Star Trek Into Darkness
Reviewed by John David Ebert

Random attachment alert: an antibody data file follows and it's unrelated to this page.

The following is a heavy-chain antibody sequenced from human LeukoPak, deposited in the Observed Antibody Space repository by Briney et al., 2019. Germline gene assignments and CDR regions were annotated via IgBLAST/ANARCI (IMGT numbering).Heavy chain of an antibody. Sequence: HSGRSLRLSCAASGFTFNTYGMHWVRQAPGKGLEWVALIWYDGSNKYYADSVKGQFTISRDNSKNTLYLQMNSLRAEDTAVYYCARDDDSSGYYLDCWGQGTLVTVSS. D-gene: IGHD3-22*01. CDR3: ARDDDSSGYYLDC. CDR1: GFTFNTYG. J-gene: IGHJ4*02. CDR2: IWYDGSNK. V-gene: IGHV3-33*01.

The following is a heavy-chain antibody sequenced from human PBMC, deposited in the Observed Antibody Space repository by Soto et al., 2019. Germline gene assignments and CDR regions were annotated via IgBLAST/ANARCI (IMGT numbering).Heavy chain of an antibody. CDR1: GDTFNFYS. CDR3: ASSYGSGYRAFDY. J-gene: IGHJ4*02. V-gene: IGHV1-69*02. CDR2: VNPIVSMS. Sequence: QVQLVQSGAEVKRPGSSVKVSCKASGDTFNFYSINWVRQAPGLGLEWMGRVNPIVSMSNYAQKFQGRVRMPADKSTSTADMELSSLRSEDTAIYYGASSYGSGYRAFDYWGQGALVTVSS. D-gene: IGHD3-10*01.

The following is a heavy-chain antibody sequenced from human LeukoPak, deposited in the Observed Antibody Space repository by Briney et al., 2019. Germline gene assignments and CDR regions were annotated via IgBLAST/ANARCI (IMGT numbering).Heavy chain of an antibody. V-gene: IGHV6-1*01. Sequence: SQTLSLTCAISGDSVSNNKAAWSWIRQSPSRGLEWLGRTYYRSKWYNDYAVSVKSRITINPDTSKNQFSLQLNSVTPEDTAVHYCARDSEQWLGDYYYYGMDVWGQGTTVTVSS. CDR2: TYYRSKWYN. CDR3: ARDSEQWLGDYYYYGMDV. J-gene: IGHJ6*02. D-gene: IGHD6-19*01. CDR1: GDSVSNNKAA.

Star Trek Into Darkness is a perfect specimen of what I have termed “post-classic cinema,” which refers to the characteristic nature of the cinema of the past decade or so, which is a type of cinema with a completely different ontological status from that of the Classic period of the 1970s and 80s. Post-classic cinema eschews all forms of originality, and proceeds by means of Cloning, Grafting, Folding and Hybridizing all previous forms of cinema. Star Trek Into Darkness essentially “folds” Star Trek II: The Wrath of Khan into the inside of its narrative topology (in the same way in which Derrida said that he could have “folded” his book Of Grammatology inside Writing and Difference), and then, using that as its basic narrative skeleton, proceeds to Graft and Sew onto its anatomy various scenes and motifs from previous films. The helicopter assassination scene from Godfather Part III, for instance, is “cut” from that film and then “grafted” onto the new Star Trek narrative in a sequence in which the film’s primary antagonist, Khan, attempts to assassinate all the heads of the Federation who are present at a single meeting. The look of the futuristic San Francisco, likewise, has been cut and grafted from the city of Coruscant in The Phantom Menace. (For some reason, these films never take sea level rise into account: by the 23rd century, most of San Francisco is going to be under water).